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ScanmanDan

Vacuum Chamber or Pressure pot?

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1 hour ago, MikeMaben said:

OK I'll ask this of any of you experienced guys.

 

If the goal of vacing molds and pressurising resin is to eliminate

bubbles, why couldn't either vacing or pressurising work for both ?

 

:shrug:

 

 

 

Sorry Mike it’s been a long day. So, yes, either could work, and as I think has been pointed out, there are outfits that do vacuum casting. It requires serious equipment and also mold design that allows for the “boil” of the resin. In my view, at the level of where I was at, there was no need. Vacuuming requires a constant pump running to maintain vacuum (there may be chambers that hold a vacuum for the 4-6 hours required for resin cure but that’s specialized equipment I think). Conversely, pressurizing a mold while it cures (for 24 hours) is not feasible without serious specialized (i.e. leak-free) equipment. I’m likely not explaining this very well. 

 

Case study: when I began casting (about 24 years ago) I did not have vacuum equipment at first. I mixed my RTV at ambient pressure and poured the molds. Once cured, the entrapped bubbles in the rubber, while unseen on the surface, created “pimples” for lack of a better term, in the pressure cast parts. The pressure distorted the air voids and that was reflected in the cast parts. That was all it took for me to invest in vacuum equipment as shown above. Once I started vacuuming the mixed RTV, removing the entrapped air, the RTV was smooth and void free. Then pressure cast parts came out equally smooth.

 

To pressurize RTV for at least 24 hours while it cures was not feasible, the equipment I was using leaked enough that the compressor would cycle once an hour or so. Not a good thing in my basement shop. I never really considered one way or the other, the experienced casters I learned from all did vac molds and pressure casting. Good enough for me, why reinvent the wheel and all that. 

 

As for talc v. Mold release, that also depends. Graham makes a valid point about talc drying out molds, but in my experience the silicone loses its properties no matter what you do. Talc simply helps break surface tension and helps resin “flow” into voids much better. Tomorrow I’ll try and post some photos of the types of parts I was casting where, without talc, even under pressure I would end up with voids in the finished parts. Remember - pressure does not force resin into voids, it simply reduces air bubbles into “suspension”, I.e. nothing. Hope this helps!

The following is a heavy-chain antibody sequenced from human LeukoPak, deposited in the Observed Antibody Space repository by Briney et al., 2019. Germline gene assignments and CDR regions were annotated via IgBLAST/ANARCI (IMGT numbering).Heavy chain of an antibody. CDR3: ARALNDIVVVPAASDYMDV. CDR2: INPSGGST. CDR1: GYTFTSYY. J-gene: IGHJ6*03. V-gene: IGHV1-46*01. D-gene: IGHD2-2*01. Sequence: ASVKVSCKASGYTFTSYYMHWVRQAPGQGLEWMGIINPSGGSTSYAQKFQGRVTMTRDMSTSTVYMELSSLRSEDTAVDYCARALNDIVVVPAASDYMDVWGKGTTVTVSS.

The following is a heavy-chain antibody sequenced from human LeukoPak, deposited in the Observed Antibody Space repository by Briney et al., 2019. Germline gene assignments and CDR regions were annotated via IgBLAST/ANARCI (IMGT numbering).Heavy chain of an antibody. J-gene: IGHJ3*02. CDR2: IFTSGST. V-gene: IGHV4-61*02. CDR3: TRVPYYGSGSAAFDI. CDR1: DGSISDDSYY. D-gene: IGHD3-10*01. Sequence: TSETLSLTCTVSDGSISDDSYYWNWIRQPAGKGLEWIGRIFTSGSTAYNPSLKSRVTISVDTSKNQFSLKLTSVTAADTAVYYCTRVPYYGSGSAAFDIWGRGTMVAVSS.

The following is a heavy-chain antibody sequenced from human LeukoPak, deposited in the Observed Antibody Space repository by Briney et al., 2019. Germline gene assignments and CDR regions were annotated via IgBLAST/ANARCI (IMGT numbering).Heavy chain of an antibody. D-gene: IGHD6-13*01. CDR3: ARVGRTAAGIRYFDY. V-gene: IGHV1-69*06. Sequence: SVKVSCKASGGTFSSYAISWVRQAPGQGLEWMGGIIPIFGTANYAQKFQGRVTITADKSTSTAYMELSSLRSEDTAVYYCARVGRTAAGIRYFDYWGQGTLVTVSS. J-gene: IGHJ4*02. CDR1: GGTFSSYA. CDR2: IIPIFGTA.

jimbo

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As some of you know I've done a bit of casting over the years (started 1966) apart from my stint in mining then started MDC 25 years ago and we do a bit of casting.

On the talc side I agree with Graham as you are introducing a powder this will result in the mould not closing properly causing mould lines and flash, for casting were are 100% vacuum but may have to go into pressure for clear:BANGHEAD2:

On the materials side with the fastcasts a couple of cycles in the tank and demould in 45 minutes ( I only have the resin under vacuum for about 90 seconds total) there's even a new silicon 8 minutes pot life and 20 minutes demould so you can turn a part round in about an hour

Only ever use a one part mould and cut the part out.

On the companies side Graham is correct most reps are not the best help, they tend to tell you who is using their resin and I have been asked to help a company out by training at my place

nice thought but think of the phone calls :notworking:

If you are buying a small vacuum set up use a proper vacuum engineering company and not a tool company that has one or two items, as the engineering company will normally have an entry level unit or a second hand unit that has been traded back, these guys know vacuum so are really helpful and sometimes know more about application than resin reps.

 

Bob 

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